“Tough but fair” budget aims to balance Britain’s books

In his first budget, the Chancellor, George Osborne, today unveiled a wide range of spending cuts and tax rises aimed at fixing Britain’s deficit within the next five years.

The main headlines in what the Chancellor called a “progressive and “unavoidable budget include a rise in VAT from 17.5 per cent to 20 per cent from 4th January 2011 – a measure that is projected to raise over £13billion a year of extra revenues – and substantial changes to welfare benefits and tax credits.

Here are the key points at a glance:

  • VAT will rise to 20 per cent from 17.5 per cent from 4th January 2011
  • Capital gains tax (CGT) for higher-rate taxpayers will increase from 18 per cent to 28 per cent from midnight tonight
  • CGT will remain at 18 per cent for basic-rate taxpayers and the annual exemption amount will remain unchanged at £10,100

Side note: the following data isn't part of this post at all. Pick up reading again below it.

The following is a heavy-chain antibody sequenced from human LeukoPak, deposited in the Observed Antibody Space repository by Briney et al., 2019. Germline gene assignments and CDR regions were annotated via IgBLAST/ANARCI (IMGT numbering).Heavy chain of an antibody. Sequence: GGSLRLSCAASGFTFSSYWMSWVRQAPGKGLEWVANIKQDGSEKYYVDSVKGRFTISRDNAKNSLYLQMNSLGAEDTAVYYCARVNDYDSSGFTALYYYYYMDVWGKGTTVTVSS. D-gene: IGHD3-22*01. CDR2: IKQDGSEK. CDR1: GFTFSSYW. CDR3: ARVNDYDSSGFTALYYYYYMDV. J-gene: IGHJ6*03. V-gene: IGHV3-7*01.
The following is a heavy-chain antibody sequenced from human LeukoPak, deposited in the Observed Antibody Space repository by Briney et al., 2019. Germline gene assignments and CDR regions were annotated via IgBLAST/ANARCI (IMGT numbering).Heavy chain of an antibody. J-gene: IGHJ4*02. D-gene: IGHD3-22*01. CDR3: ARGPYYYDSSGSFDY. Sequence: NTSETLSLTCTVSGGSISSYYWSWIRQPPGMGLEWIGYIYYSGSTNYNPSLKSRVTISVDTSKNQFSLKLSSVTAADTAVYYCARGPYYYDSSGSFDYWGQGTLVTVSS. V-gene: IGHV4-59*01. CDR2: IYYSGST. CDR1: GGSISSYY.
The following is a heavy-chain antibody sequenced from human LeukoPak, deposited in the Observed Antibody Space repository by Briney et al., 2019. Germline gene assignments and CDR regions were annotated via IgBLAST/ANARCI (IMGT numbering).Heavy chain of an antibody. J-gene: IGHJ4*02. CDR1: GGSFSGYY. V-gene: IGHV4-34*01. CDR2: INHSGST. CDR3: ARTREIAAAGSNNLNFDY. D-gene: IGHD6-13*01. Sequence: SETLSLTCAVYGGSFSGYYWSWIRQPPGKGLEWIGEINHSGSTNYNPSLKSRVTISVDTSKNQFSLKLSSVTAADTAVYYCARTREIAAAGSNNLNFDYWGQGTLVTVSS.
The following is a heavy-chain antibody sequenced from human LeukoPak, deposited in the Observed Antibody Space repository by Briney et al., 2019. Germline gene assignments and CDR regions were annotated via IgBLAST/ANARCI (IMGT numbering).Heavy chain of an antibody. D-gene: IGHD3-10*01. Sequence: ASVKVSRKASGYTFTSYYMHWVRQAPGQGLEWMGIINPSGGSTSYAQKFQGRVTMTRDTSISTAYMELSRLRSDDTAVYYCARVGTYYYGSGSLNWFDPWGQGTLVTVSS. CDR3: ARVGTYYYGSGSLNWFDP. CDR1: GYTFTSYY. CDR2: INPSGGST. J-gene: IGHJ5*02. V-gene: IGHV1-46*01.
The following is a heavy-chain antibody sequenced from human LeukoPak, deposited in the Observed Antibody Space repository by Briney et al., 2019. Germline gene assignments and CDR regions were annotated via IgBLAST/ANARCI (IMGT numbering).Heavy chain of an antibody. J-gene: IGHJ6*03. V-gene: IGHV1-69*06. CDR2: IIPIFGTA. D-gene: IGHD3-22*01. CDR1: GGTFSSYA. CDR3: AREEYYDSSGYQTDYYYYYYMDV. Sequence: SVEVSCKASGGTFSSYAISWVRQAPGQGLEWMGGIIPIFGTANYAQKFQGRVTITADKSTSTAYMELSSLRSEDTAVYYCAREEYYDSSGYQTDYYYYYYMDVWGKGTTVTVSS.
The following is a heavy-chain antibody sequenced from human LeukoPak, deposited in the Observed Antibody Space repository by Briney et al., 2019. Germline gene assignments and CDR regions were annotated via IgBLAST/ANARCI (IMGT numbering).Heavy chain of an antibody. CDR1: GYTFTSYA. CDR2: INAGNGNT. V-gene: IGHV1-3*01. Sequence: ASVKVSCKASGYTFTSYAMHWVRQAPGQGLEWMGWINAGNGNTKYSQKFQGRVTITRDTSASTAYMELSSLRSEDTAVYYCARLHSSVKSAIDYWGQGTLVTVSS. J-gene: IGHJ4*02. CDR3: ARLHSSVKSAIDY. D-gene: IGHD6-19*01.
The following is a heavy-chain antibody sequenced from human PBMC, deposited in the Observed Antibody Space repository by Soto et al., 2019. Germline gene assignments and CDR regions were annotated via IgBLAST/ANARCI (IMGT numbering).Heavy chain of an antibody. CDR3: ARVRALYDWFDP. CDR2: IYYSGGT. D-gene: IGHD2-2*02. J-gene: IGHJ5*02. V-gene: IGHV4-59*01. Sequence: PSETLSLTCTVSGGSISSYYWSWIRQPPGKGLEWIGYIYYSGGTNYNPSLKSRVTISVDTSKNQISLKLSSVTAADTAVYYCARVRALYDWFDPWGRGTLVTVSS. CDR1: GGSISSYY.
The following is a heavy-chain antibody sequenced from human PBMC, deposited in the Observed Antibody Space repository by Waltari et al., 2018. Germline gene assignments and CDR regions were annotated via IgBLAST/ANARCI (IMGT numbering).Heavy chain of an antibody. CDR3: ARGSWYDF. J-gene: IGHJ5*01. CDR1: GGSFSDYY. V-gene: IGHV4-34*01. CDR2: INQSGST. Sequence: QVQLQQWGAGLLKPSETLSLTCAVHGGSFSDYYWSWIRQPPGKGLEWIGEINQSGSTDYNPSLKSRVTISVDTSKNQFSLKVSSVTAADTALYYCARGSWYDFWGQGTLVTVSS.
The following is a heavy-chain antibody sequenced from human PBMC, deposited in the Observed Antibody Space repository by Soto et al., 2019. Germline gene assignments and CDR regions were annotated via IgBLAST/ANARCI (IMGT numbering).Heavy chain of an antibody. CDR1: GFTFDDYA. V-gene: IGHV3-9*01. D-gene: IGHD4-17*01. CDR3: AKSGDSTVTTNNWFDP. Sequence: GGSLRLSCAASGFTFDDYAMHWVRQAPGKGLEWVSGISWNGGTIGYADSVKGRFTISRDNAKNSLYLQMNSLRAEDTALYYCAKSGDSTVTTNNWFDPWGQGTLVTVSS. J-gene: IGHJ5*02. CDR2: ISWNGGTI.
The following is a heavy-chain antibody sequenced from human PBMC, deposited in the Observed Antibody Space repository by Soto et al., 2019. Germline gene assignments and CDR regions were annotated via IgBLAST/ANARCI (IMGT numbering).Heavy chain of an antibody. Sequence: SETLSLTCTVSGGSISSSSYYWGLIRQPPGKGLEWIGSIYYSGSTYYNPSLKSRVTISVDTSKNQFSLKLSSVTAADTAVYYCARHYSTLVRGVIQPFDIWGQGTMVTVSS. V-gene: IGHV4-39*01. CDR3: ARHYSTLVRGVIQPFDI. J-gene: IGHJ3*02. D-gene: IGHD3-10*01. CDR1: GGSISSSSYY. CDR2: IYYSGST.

• Corporation tax will be cut from 28 per cent to 27 per cent next year and then by 1 per cent a year for the following three years to 24 per cent
  • Personal income tax allowance will increase by £1,000 in April next year to £7,475. This means about 23 million basic-rate taxpayers will benefit by up to £170 a year, while 880,000 will pay no income tax at all
  • Child benefit to be frozen for three years from April 2011
  • Child element of the child tax credit to increase by £150 above inflation next year
  • Tax credits reduced for families earning more than £40,000
  • Maximum limits on housing benefits from April 2011
  • No new tax increase on alcohol, fuel or tobacco
  • Basic state pension linked to earnings from April 2011
  • Two-year public sector pay freeze on staff earning more than £21,000
  • Bank levy to be introduced in January next year – this is projected to bring in over £2billion of annual revenue once established
  • The standard rate of Insurance Premium Tax will rise from 5 per cent to 6 per cent from 4th January 2011
There were no further changes to stamp duty rates after Labour’s budget in March brought in a two-year stamp duty relief for first time buyers on properties worth up to £250,000 and an additional 5 per cent rate of stamp duty for properties over £1 million from 2011-12.

Landlords may feel a sense of relief as, although Capital Gains Tax is being increased for higher-rate taxpayers, the changes weren't as severe as many were predicting.

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